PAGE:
Wed | May 24, 2017

A drive for outstanding sprinter

Published:Sunday | August 23, 2015 | 8:00 AM
Herb McKenley
Herb Mckenley (left) and Desmond McKenzie look up at the street sign with McKenley's name in 2004.Ian Allen /Staff PhotographerHerb McKenley was honoured with the Key to the City and the renaming of Roosevelt Avenue to Herb McKenley Drive.
Herb McKenley passing the baton to George Rhoden in the famous relay at the Helsinki Olympic Games in July, 1952, in which the Jamaica team won in World and Olympic record time.
1
2
3
4

Today, Automotives starts a series about some of the persons for whom roads are named in Jamaica. Some may have been forgotten while, in other cases, a reminder about the achievements of the person whose name is on the street sign is appropriate. Befitting the World Championships season, we start with athlete Herb McKenley.

In November 2004, Roosevelt Drive in St Andrew was renamed Herb McKenley Drive, in honour of the outstanding Jamaican track athlete who was on hand to see the sign bearing his name unveiled as well as receive the keys to the city of Kingston. In that same year, McKenley was awarded the Order of Merit.

Appropriately, the road is not only very near to the National Stadium, but also connects at one end to Arthur Wint Drive - reminiscent of how, in Helsinki, Finland in 1952, McKenley and Wint were on the Jamaican men's 4 x 100m team which struck gold in an Olympic and World Record time of 3.03.09. McKenley's leg was timed at a remarkable 44:06. Others on the team were George Rhoden and Les Laing.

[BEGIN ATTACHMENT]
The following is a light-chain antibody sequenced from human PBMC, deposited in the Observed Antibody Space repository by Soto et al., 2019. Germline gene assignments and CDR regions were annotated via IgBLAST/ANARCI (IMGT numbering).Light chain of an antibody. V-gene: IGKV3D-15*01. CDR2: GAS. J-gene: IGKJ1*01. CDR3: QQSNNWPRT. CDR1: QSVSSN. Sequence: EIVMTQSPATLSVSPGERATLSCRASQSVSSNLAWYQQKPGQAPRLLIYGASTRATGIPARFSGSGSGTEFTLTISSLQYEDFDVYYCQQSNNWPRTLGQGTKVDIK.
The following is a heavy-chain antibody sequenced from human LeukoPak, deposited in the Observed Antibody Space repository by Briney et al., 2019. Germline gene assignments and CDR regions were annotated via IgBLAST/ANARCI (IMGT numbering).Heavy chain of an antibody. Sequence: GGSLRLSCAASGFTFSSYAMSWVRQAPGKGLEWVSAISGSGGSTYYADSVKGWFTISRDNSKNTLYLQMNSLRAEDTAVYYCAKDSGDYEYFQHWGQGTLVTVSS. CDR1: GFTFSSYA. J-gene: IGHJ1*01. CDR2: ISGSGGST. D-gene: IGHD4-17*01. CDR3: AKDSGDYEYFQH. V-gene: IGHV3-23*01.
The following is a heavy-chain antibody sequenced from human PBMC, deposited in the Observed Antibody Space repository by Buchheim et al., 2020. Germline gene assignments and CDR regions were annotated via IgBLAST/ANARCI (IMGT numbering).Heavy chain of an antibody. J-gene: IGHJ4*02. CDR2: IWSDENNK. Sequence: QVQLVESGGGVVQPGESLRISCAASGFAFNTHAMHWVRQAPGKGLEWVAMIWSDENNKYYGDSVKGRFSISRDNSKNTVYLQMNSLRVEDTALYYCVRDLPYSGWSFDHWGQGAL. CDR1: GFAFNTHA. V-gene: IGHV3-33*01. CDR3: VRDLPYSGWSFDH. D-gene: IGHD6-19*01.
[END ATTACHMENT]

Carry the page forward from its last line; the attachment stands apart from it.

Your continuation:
McKenley had been second in the individual 400m at those games and, showing his remarkable versatility, also second in the 100m.

His 400m silver was a repeat of the London Olympics of 1948, where McKenley was

second to Wint - although it was Herb who had set a world record of 46.0 shortly before those games. Ironically, Jamaica's 4 x 400m hopes were dashed when Wint pulled a muscle in the final.

McKenley had been a standout for Calabar High, although being beaten often by Leroy Brown of Wolmer's Boys. At the University of Illinois, which he attended in 1945, McKenley won the NCAA and AAU championships, posting world best times at the 100m, 200m and 400m in 1947, a feat yet to be repeated.

He went on to be coach and administrator, heading the Jamaica Amateur Athletic Association (JAAA).

Herb McKenley died on November 26, 2007, almost three years to the day after the road was officially named for him. His significance to Calabar High School was reinforced by his body being carried there as part of his send-off.

McKenley was buried at National Heroes Park, after an official funeral service.

Next week: Arthur Wint

- Mel Cooke